Anthropometric measurementrs of female adolescent ballet dancers
Introduction: Body composition assessment should be routine practice for health care professionals involved in ballet dancer health and wellness. It could serve as a tool to quantify appearance in dance in order to guide adolescent dancers towards appropriate body composition goals. The data obtained from body composition can be used to identify the “at risk dancer” and thus serve as a screening tool. Young dancers at risk to develop amenorrhea and possible osteoporoses later in life can be identified. The aim of this study was to investigate the body composition and somatotype of two groups of female adolescent ballet dancers, classified as having low – moderate training(< 10 hours per week) and those having moderate - high training(≥ 10 hours per week). The dancers who trained more or equal to 10 hours per week, were classified as Group one and the dancers who trained less than 10 hours per week, were classified as Group two. Methods: Fifteen subjects aged 13 – 18 years from Johannesburg and 39 subjects aged 13 – 18 years from Pretoria were invited to participate and volunteered for the study. All ethical procedures were conformed to. Anthropometric measurements were taken on all subjects and the data was used to compute percent body fat, body mass index and somatotype for each subject. Subjects completed a questionnaire pertaining to their demographic information, medical history, eating habits and training habits. Descriptive and inferential statistical methods were computed in order to determine variances, standard v deviations and means of the study population. Correlations between variables were also computed. Results: The two groups differed significantly with respect to mean arm girth (flexed), mean chest girth, mean biacromial breadth as well as body mass measurements. The group that trained more had higher measures for all components tested. The somatotypes of the subjects in Group one were predominantly localized in the endo-mesomorphic and endo-ectomorphic areas. Subjects in Group two were predominantly classified as ecto-endomorph. Conclusion: The study showed that there was no significant difference between the body composition of the group who trained less or equal to ten hours per week and the group who trained more than ten hours per week. The correlation results with respect to anthropometric data indicated that body mass, body mass index (BMI) and triceps skinfold measurements are the best measures to represent anthropometric data in female adolescent ballet dancers. The correlation results also indicated that body mass, BMI and percent body fat are not dependent on physical activity, but these variables might be more influenced by other factors, such as dietary intake.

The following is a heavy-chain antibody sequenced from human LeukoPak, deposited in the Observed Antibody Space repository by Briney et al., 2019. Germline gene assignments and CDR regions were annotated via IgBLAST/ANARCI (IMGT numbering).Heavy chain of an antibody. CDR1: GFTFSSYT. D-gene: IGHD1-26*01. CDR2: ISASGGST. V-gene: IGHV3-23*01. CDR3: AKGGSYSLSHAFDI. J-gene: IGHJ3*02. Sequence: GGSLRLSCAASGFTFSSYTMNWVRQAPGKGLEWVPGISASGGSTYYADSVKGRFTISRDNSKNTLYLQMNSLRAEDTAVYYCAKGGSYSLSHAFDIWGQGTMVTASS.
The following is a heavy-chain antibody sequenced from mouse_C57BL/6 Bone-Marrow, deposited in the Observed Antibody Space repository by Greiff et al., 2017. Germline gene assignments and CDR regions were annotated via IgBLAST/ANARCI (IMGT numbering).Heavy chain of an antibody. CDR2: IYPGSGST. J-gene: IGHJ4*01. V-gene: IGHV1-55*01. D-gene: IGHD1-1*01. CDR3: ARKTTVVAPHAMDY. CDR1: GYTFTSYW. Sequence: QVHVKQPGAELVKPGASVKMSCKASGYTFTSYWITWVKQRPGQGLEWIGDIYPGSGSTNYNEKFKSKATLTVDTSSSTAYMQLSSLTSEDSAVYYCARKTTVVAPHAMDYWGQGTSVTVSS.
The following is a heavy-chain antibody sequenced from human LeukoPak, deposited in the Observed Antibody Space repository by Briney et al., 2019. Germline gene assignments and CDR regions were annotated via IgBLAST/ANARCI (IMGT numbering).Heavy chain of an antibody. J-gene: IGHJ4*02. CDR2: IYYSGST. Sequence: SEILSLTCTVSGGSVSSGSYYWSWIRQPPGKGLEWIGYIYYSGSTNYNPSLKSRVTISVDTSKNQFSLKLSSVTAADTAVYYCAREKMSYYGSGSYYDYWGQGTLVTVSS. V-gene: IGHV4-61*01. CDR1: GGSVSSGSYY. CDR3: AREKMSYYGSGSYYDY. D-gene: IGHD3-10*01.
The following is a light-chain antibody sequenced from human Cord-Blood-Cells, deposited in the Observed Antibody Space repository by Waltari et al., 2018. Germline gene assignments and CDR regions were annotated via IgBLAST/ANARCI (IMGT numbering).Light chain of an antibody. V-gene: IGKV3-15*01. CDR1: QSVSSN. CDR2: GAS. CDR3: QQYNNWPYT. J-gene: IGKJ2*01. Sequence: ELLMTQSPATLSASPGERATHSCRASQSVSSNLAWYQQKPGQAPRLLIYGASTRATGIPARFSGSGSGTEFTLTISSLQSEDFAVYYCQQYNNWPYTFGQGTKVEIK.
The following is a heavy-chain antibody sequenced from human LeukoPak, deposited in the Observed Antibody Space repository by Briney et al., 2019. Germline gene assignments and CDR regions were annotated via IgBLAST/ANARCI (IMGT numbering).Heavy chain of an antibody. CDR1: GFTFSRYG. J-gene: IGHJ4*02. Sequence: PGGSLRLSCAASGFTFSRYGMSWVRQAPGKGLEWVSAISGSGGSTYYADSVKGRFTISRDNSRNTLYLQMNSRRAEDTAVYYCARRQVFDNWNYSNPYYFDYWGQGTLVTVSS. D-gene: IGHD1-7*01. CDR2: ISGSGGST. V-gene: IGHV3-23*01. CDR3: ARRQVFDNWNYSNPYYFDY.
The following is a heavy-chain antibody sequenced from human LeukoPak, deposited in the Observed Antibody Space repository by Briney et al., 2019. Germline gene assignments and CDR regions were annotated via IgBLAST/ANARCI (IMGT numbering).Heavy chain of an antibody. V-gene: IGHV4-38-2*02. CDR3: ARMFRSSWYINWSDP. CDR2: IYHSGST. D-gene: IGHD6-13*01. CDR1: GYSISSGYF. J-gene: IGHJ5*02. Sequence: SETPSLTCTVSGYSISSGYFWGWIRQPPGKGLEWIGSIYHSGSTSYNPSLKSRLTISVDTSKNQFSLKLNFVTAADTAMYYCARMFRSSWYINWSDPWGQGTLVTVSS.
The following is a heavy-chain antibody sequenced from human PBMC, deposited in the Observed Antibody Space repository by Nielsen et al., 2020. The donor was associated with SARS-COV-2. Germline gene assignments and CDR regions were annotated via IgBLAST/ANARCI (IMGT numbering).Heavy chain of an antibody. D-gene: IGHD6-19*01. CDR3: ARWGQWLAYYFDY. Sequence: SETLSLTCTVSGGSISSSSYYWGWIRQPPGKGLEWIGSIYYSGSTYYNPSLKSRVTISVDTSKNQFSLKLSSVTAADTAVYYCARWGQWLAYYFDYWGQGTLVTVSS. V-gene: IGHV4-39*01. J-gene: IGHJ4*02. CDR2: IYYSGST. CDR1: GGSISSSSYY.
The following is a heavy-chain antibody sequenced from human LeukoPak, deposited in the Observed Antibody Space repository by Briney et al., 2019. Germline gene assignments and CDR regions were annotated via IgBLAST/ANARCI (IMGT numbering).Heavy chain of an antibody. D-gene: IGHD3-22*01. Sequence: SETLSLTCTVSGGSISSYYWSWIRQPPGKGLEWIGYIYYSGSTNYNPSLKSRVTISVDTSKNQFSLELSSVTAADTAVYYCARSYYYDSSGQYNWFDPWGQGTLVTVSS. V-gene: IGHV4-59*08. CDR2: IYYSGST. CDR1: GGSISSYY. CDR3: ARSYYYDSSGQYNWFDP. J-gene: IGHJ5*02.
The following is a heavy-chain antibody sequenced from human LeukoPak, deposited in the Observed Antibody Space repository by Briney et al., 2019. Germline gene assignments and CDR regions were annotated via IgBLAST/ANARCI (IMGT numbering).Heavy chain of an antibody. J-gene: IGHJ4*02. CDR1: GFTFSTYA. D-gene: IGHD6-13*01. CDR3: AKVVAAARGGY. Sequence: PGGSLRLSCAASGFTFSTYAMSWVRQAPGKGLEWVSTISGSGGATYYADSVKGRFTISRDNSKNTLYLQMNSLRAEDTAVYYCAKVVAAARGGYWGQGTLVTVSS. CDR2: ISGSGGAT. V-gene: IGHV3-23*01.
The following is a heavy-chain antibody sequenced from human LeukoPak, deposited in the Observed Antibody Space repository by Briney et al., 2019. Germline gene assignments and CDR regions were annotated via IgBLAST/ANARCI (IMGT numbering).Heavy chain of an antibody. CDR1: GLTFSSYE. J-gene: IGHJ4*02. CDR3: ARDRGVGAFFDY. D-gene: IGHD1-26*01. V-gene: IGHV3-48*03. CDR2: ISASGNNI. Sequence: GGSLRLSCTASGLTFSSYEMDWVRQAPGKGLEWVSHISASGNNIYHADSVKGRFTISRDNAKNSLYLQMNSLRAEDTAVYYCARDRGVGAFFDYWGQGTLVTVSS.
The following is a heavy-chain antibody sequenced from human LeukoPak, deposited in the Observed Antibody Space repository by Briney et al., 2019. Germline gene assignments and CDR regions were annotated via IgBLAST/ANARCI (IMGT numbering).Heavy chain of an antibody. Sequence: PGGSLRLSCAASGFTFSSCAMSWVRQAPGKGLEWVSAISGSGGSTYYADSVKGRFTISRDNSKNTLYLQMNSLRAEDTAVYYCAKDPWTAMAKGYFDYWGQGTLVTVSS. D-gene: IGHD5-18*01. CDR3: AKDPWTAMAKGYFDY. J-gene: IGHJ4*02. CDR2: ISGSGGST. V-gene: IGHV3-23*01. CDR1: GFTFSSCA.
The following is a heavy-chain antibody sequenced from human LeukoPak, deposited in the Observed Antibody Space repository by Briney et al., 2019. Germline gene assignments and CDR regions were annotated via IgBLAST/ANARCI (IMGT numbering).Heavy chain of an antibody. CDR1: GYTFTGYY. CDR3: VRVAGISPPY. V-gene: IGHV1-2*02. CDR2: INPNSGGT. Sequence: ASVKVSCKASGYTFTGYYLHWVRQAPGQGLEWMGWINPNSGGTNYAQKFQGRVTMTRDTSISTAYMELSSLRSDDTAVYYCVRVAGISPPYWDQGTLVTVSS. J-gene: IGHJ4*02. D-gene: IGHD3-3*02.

A research report submitted to the Faculty of Health Sciences, University of the Witwatersrand, Johannesburg, in partial fulfillment of the requirements for the degree of MSc(Med) in the field of Biokinetics. Johannesburg, 2012